Katherine Auge, director of the ASUM Off-Campus Renter Center at the University of Montana, doesn't own a car and is one of the thousands of Missoulians who often commutes to work on her bicycle. She's had some close calls with vehicles not being aware of bicyclists.

"I think Van Buren (Street) is sketchy when you're coming down the Rattlesnake toward Broadway," she said. "The interstate exit is right there and drivers aren't thinking to look for bikers. I also had someone slowly roll into my bike while they were turning right on red at Broadway and Russell (Street). I was crossing at the walk sign so they really had no excuse, but it was dark out and they totally didn't notice me and kept going and my bike was under their car before they noticed and stopped."

Auge said Hillview Way going up to the South Hills – which is planned for reconstruction next year and will get two bike lanes – is horrible right now for bicyclists.

"It has that steep ledge and no shoulder," she said. "I refuse to bike up there. I feel like the people who live up there have no safe bike route to downtown."


The areas where bicycle vs. vehicle crashes appear to occur more often include West Front Street, Higgins Avenue, the area around the intersection of North Russell and West Broadway, and the stretch of North Reserve between Mullan Road and Raser Drive.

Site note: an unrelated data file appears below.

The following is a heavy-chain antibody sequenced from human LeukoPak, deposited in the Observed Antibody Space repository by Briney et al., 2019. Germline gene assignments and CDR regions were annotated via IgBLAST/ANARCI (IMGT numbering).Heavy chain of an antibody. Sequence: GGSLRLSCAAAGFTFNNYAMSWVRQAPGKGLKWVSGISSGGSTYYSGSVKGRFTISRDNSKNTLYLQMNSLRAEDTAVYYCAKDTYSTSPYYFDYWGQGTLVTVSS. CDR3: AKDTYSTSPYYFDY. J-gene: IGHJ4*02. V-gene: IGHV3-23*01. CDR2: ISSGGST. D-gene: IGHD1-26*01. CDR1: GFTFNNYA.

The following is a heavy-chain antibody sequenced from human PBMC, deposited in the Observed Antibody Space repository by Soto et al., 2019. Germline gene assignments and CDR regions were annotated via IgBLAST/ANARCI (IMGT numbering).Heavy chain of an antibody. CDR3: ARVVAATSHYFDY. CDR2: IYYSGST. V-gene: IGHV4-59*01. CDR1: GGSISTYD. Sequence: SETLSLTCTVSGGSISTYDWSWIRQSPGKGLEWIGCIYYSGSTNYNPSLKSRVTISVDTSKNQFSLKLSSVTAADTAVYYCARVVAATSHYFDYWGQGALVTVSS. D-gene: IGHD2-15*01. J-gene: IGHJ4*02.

Missoula's most dangerous intersection for bicyclists is the intersection of Mullan Road and Great Northern, where there have been a total of eight crashes since 2007. That includes two incapacitating injury crashes, four non-incapacitating injuries, one possible injury and one non-injury.

The next three most dangerous intersections are the corner of Higgins and Broadway (seven total crashes), Broadway and Mullan (six crashes), and Broadway and Orange (six crashes).

The intersection of Broadway and Orange is the most dangerous for pedestrians, although there have been only four crashes in that spot since 2007, and none involved incapacitating injuries.

From 2007 to 2014, there were three fatal bicycle crashes in the Missoula urban area. Two occurred on Reserve Street, and one occurred on a residential street in Missoula's Westside neighborhood.